NHS England invites more than one million people for lung cancer checks

More than one million people (1,052,083) have been invited for a lung cancer check, as part of the biggest programme to improve early lung cancer diagnosis in health service history.

The NHS has invited former and current smokers to attend a consultation in convenient locations such as football stadiums, shopping car parks and town centres with on-the-spot chest scans for those at highest risk.

Almost 2,400 cancers have already been caught through the Targeted Lung Health Check Programme with around three-quarters caught at the earliest stages of one and two, where survival chances are much higher.

Dozens of scanning sites have been set up in areas with the highest rates of mortality from lung cancer in a bid to ramp up earlier detection of the disease, as the NHS prepares for a national roll out.

The news comes as a record 335,000 people have started treatment for cancer in the last year (July 2022 to June 2023), up by over 20,000 on the same period before the pandemic (July 2018 to June 2019).

NHS leaders are urging everyone who receives an invite for a lung health check to attend, regardless of whether they think they are in good health or not.

NHS National Clinical Director for Cancer, Professor Peter Johnson said: “The NHS Targeted Lung Check Programme is the latest in a serious of measures to catch cancer early with almost 2,400 people diagnosed with cancer through this alone, alongside record numbers receiving treatment for cancer over the last year thanks to the health service investing in the latest technology and treatments for patients.

“Symptoms of lung cancer can include a long-standing cough and persistent breathlessness and former or current smokers are most at risk.

“Catching cancer early makes it more treatable, so if something in your body doesn’t feel right make sure to speak to your GP and if you receive your invitation for a targeted lung health check, please attend”.

Health and Social Care Secretary, Steve Barclay said: “Cancer survival rates are improving with more people being seen and treated than ever before. However, 35,000 people still die from lung cancer every year and most of those are smokers or former smokers.

“That is why these lung cancer checks are so important and earlier this year we announced a national targeted screening programme, which includes using venues that makes it as easy as possible for people to get scanned.

“Thousands of cancers have already been detected earlier as a result, which can mean the difference between life and death”.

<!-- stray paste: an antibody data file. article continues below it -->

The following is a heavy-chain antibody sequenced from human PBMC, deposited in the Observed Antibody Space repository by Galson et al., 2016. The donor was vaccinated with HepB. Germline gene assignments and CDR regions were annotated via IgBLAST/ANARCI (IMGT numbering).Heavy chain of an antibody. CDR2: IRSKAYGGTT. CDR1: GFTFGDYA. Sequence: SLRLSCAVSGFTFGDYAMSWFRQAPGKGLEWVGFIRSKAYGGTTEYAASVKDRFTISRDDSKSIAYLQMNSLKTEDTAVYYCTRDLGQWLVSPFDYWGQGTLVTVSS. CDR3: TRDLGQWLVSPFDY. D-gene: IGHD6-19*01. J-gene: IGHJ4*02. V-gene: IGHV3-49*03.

As the NHS prepares to roll the programme out nationally, aiming to catch lung cancer as early as possible among former and current smokers aged 55 to 74. The first phase of the rollout will focus on reaching 40% of the eligible population by March 2025 with the aim of 100% coverage by March 2030.

Those diagnosed with lung cancer at stages one or two are nearly 20 times more likely to survive for five years or more than those whose cancer is caught at later stages. 72% of lung cancers are a result of smoking, causing around 35,000 deaths each year.

Paula Chadwick, Chief Executive of Roy Castle Lung Cancer Foundation, said: “When it comes to diagnosing lung cancer, speed is paramount. This milestone means more people are being given the opportunity to get that potentially life-saving diagnosis.

“The NHS is playing its part in improving the earlier diagnosis of lung cancer but invitees have to play theirs too.

“We have seen many examples of people being diagnosed with early stage lung cancer who didn’t have any symptoms. This is why it is so important to have the check even if you feel well. These checks are here to help, so let them help!”

Cancer Research UK’s Chief Executive, Michelle Mitchell said: “Lung cancer takes more lives than any other cancer, but an early diagnosis can greatly improve the chance of survival. That’s why lung health checks for people at high risk of the disease are so important. It’s a testament to hard working NHS staff that over one million eligible people in England have been invited to attend an appointment and we urge people to take up this potentially lifesaving offer.

“Stop smoking support is a crucial part of these lung health checks, so it’s essential that people can access help to quit – both during and following the programme. Governments in other UK nations now need to follow suit and roll out targeted lung checks”.

Stacey, a nurse working in one of the targeted lung health check clinics in Cornwall, explained her mother was diagnosed with lung cancer 16 years ago and now uses her experiences of handling a family member with cancer for her current role.